– US To Send Drones, Humvees To Ukraine, Boost Russia Sanctions As Moscow May “Deploy Nuclear Weapons In Crimea” (ZeroHedge, March 11, 2015):
So much for the second Minsk ceasefire. A few hours ago, the US returned to its strategy of escalating Russian “costs” when it placed sanctions on eight Ukrainian separatists and a Russian bank, warning that recent attacks by rebels armed by Russia violated a European-brokered ceasefire in the war-torn country. The Russian response to the latest sanction pending, but the response may have been hinted at earlier today when an official from Russia’s Foreign Ministery said the nation has the right to deploy nuclear arms in the Black Sea peninsula of Crimea. And finally, indicating that the semi-hot escalation between the US and Russia is close to getting out of control, Vice President Biden told Ukraine’s president Wednesday the U.S. will send more aid to the country, which U.S. officials said will include small drones and armored Humvees.
– US to send more drones, Humvees to Ukraine (RT, March 11, 2015):
Secretary of State John Kerry confirmed US was to send Ukraine more non-lethal military aid, including drones and armored Humvees.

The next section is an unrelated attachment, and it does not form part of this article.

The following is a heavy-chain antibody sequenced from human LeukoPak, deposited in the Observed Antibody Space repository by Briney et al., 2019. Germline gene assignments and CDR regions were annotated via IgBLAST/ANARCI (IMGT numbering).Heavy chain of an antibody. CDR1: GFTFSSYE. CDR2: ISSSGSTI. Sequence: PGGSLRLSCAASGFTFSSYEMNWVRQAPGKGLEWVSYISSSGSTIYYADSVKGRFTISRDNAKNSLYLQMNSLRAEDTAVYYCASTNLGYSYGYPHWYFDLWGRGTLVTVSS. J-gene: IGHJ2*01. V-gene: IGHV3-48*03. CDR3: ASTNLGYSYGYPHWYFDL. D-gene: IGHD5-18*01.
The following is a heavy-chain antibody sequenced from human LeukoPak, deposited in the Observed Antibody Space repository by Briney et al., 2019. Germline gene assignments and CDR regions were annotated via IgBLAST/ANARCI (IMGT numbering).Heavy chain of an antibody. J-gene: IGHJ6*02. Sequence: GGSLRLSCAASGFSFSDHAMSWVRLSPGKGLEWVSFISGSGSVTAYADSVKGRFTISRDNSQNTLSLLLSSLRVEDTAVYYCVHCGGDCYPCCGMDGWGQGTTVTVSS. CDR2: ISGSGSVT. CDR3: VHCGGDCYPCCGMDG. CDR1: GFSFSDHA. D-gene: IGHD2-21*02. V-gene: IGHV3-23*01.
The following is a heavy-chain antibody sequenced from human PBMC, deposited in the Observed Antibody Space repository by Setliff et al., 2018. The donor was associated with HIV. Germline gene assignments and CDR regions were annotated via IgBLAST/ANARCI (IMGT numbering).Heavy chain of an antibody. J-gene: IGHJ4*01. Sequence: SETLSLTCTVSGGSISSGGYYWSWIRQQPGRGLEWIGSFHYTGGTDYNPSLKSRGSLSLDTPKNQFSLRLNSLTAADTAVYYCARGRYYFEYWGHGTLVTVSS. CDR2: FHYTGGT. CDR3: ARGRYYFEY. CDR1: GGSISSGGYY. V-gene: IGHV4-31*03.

“We are today providing immediately some 75 million dollars of additional non-lethal assistance, immediately, to Ukraine in order to help them in non-lethal assistance,” Kerry told the Senate on Wednesday afternoon during a hearing concerning a proposed war powers act offered by the White House. “And, as you know, other things are currently under consideration.”
The aid has been discussed on the phone by Vice President Joe Biden and Ukrainian President Petro Poroshenkoduring a phone call, according to US officials, AP reported.
The aid package includes the small Raven drone system, which can be launched by hand, radios, counter mortar radars, 30 heavily armored Humvees and 200 regular ones.
Washington and other NATO allies have spent in excess of $100 million in security aid to Ukraine, although until now this has been primarily of a non-lethal nature.
“We have over the last 14 months provided $118 million in security assistance” to the Ukrainian authorities, Assistant Secretary of State Victoria Nuland told the House Committee on Foreign Affairs earlier this month.
The US also announced earlier in March that they were planning to send about 300 military advisors to train the Ukrainian army from March through October.
The UK also announced that it will send 75 British military personnel in March who will offer medical, intelligence and infantry training to the Ukrainian army. Poland has also said it is sending military advisors to Ukraine.
Sergey Ryabkov, a deputy Russian foreign minister, said in February that supplying weapons to Ukraine would “escalate the whole situation” and “would be a major blow to the Minsk agreements.”
Russia believes the best chance for peace in Ukraine lies in the Minsk ceasefire agreement, which largely appears to be holding.
“It’s extremely important that the authorities in Kiev have agreed to carry out a deep constitutional reform, to satisfy a desire for self-rule in certain regions – whether that reform is called decentralization, autonomization or federalization. This is the deeper meaning of the Minsk accords,” said President Putin.